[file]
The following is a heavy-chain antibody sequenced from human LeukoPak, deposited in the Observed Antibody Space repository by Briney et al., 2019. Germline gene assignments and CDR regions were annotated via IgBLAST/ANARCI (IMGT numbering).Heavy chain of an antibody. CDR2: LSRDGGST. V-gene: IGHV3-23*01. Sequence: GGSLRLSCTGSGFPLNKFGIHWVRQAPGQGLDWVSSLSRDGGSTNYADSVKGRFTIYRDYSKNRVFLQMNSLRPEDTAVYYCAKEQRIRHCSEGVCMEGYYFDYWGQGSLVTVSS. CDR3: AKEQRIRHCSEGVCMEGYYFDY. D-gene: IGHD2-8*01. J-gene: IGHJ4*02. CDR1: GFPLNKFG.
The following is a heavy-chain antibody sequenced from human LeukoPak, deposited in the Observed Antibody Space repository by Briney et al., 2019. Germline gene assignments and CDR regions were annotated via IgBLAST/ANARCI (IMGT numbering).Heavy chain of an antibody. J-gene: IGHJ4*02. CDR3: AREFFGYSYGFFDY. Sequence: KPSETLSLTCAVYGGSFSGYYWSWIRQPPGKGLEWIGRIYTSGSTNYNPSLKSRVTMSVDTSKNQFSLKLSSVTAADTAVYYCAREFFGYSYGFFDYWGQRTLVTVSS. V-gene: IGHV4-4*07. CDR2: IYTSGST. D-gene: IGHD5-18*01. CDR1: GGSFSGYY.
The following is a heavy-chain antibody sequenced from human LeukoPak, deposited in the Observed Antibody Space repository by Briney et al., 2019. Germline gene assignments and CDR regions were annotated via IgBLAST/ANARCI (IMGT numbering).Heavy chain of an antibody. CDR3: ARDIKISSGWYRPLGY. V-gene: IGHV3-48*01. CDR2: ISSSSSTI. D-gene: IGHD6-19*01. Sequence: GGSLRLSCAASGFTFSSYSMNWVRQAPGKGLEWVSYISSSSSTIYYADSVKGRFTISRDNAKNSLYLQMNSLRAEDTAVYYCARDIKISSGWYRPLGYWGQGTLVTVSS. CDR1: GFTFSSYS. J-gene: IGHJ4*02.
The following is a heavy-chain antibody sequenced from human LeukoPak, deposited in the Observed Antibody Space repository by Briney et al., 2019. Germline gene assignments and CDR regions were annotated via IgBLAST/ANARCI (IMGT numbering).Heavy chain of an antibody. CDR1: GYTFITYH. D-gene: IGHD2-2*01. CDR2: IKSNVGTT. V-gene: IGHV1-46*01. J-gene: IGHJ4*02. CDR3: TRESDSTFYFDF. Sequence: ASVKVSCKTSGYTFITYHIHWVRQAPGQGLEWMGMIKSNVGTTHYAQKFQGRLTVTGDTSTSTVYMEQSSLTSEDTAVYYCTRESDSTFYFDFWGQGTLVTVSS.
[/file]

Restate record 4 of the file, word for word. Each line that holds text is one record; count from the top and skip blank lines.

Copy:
The following is a heavy-chain antibody sequenced from human LeukoPak, deposited in the Observed Antibody Space repository by Briney et al., 2019. Germline gene assignments and CDR regions were annotated via IgBLAST/ANARCI (IMGT numbering).Heavy chain of an antibody. CDR1: GYTFITYH. D-gene: IGHD2-2*01. CDR2: IKSNVGTT. V-gene: IGHV1-46*01. J-gene: IGHJ4*02. CDR3: TRESDSTFYFDF. Sequence: ASVKVSCKTSGYTFITYHIHWVRQAPGQGLEWMGMIKSNVGTTHYAQKFQGRLTVTGDTSTSTVYMEQSSLTSEDTAVYYCTRESDSTFYFDFWGQGTLVTVSS.